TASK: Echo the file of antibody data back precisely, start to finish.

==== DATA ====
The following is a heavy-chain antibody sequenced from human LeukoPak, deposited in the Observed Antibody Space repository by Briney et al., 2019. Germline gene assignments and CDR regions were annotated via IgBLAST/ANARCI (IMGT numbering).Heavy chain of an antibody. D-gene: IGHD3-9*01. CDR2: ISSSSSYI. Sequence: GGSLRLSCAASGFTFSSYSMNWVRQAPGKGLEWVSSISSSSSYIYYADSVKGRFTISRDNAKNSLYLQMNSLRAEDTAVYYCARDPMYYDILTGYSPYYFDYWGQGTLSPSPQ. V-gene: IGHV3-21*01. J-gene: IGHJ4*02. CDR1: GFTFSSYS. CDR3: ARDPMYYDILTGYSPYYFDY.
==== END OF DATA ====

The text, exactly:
The following is a heavy-chain antibody sequenced from human LeukoPak, deposited in the Observed Antibody Space repository by Briney et al., 2019. Germline gene assignments and CDR regions were annotated via IgBLAST/ANARCI (IMGT numbering).Heavy chain of an antibody. D-gene: IGHD3-9*01. CDR2: ISSSSSYI. Sequence: GGSLRLSCAASGFTFSSYSMNWVRQAPGKGLEWVSSISSSSSYIYYADSVKGRFTISRDNAKNSLYLQMNSLRAEDTAVYYCARDPMYYDILTGYSPYYFDYWGQGTLSPSPQ. V-gene: IGHV3-21*01. J-gene: IGHJ4*02. CDR1: GFTFSSYS. CDR3: ARDPMYYDILTGYSPYYFDY.